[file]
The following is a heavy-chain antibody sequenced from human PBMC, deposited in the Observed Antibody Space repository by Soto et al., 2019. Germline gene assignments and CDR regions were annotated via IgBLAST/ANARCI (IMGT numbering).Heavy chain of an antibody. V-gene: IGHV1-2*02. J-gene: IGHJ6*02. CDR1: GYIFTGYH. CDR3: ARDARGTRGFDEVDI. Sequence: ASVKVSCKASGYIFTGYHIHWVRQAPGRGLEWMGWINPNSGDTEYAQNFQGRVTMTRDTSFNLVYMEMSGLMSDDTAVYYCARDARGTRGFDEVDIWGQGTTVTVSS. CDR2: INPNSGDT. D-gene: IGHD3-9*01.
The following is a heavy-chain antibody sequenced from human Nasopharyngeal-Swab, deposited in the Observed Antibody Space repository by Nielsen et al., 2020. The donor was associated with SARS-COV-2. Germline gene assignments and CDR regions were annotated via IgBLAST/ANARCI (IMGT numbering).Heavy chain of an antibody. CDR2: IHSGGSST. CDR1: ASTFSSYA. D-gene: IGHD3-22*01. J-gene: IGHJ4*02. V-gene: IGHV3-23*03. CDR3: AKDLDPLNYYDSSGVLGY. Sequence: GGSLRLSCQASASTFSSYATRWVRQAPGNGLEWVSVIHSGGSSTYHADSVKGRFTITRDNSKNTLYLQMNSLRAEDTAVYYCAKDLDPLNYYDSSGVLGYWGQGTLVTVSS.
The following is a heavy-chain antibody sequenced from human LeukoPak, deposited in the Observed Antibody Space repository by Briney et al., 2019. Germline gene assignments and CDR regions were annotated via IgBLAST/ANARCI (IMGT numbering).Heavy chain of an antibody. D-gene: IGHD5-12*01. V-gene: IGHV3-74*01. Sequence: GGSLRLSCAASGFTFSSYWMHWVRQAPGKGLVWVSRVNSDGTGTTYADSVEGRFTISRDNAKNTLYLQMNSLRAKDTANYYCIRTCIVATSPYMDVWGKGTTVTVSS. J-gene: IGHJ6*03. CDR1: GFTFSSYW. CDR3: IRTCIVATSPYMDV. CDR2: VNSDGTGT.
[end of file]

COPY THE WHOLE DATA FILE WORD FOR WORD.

The following is a heavy-chain antibody sequenced from human PBMC, deposited in the Observed Antibody Space repository by Soto et al., 2019. Germline gene assignments and CDR regions were annotated via IgBLAST/ANARCI (IMGT numbering).Heavy chain of an antibody. V-gene: IGHV1-2*02. J-gene: IGHJ6*02. CDR1: GYIFTGYH. CDR3: ARDARGTRGFDEVDI. Sequence: ASVKVSCKASGYIFTGYHIHWVRQAPGRGLEWMGWINPNSGDTEYAQNFQGRVTMTRDTSFNLVYMEMSGLMSDDTAVYYCARDARGTRGFDEVDIWGQGTTVTVSS. CDR2: INPNSGDT. D-gene: IGHD3-9*01.
The following is a heavy-chain antibody sequenced from human Nasopharyngeal-Swab, deposited in the Observed Antibody Space repository by Nielsen et al., 2020. The donor was associated with SARS-COV-2. Germline gene assignments and CDR regions were annotated via IgBLAST/ANARCI (IMGT numbering).Heavy chain of an antibody. CDR2: IHSGGSST. CDR1: ASTFSSYA. D-gene: IGHD3-22*01. J-gene: IGHJ4*02. V-gene: IGHV3-23*03. CDR3: AKDLDPLNYYDSSGVLGY. Sequence: GGSLRLSCQASASTFSSYATRWVRQAPGNGLEWVSVIHSGGSSTYHADSVKGRFTITRDNSKNTLYLQMNSLRAEDTAVYYCAKDLDPLNYYDSSGVLGYWGQGTLVTVSS.
The following is a heavy-chain antibody sequenced from human LeukoPak, deposited in the Observed Antibody Space repository by Briney et al., 2019. Germline gene assignments and CDR regions were annotated via IgBLAST/ANARCI (IMGT numbering).Heavy chain of an antibody. D-gene: IGHD5-12*01. V-gene: IGHV3-74*01. Sequence: GGSLRLSCAASGFTFSSYWMHWVRQAPGKGLVWVSRVNSDGTGTTYADSVEGRFTISRDNAKNTLYLQMNSLRAKDTANYYCIRTCIVATSPYMDVWGKGTTVTVSS. J-gene: IGHJ6*03. CDR1: GFTFSSYW. CDR3: IRTCIVATSPYMDV. CDR2: VNSDGTGT.